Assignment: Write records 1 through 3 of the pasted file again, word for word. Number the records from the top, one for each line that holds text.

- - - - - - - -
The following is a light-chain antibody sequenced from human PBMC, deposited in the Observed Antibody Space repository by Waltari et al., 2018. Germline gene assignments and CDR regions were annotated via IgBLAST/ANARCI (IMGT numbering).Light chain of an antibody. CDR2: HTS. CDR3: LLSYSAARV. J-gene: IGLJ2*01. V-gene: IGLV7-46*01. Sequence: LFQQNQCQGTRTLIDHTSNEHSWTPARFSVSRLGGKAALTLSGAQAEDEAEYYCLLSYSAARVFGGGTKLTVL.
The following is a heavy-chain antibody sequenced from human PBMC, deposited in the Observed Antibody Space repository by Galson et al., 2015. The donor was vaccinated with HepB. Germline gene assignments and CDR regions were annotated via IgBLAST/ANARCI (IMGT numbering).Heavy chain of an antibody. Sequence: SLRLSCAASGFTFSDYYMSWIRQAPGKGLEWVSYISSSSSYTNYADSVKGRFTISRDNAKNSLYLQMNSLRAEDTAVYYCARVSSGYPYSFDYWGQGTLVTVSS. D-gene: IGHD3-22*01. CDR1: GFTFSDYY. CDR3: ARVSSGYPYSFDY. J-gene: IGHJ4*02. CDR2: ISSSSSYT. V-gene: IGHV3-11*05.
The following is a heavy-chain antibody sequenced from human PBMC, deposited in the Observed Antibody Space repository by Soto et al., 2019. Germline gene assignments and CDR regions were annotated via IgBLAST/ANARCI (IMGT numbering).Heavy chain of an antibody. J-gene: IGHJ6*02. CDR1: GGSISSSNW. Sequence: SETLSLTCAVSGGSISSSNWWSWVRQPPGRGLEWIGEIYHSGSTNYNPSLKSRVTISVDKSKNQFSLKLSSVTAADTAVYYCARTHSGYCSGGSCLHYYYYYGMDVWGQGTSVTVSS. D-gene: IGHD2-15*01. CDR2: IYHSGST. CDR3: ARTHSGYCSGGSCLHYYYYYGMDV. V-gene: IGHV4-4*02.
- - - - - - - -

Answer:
The following is a light-chain antibody sequenced from human PBMC, deposited in the Observed Antibody Space repository by Waltari et al., 2018. Germline gene assignments and CDR regions were annotated via IgBLAST/ANARCI (IMGT numbering).Light chain of an antibody. CDR2: HTS. CDR3: LLSYSAARV. J-gene: IGLJ2*01. V-gene: IGLV7-46*01. Sequence: LFQQNQCQGTRTLIDHTSNEHSWTPARFSVSRLGGKAALTLSGAQAEDEAEYYCLLSYSAARVFGGGTKLTVL.
The following is a heavy-chain antibody sequenced from human PBMC, deposited in the Observed Antibody Space repository by Galson et al., 2015. The donor was vaccinated with HepB. Germline gene assignments and CDR regions were annotated via IgBLAST/ANARCI (IMGT numbering).Heavy chain of an antibody. Sequence: SLRLSCAASGFTFSDYYMSWIRQAPGKGLEWVSYISSSSSYTNYADSVKGRFTISRDNAKNSLYLQMNSLRAEDTAVYYCARVSSGYPYSFDYWGQGTLVTVSS. D-gene: IGHD3-22*01. CDR1: GFTFSDYY. CDR3: ARVSSGYPYSFDY. J-gene: IGHJ4*02. CDR2: ISSSSSYT. V-gene: IGHV3-11*05.
The following is a heavy-chain antibody sequenced from human PBMC, deposited in the Observed Antibody Space repository by Soto et al., 2019. Germline gene assignments and CDR regions were annotated via IgBLAST/ANARCI (IMGT numbering).Heavy chain of an antibody. J-gene: IGHJ6*02. CDR1: GGSISSSNW. Sequence: SETLSLTCAVSGGSISSSNWWSWVRQPPGRGLEWIGEIYHSGSTNYNPSLKSRVTISVDKSKNQFSLKLSSVTAADTAVYYCARTHSGYCSGGSCLHYYYYYGMDVWGQGTSVTVSS. D-gene: IGHD2-15*01. CDR2: IYHSGST. CDR3: ARTHSGYCSGGSCLHYYYYYGMDV. V-gene: IGHV4-4*02.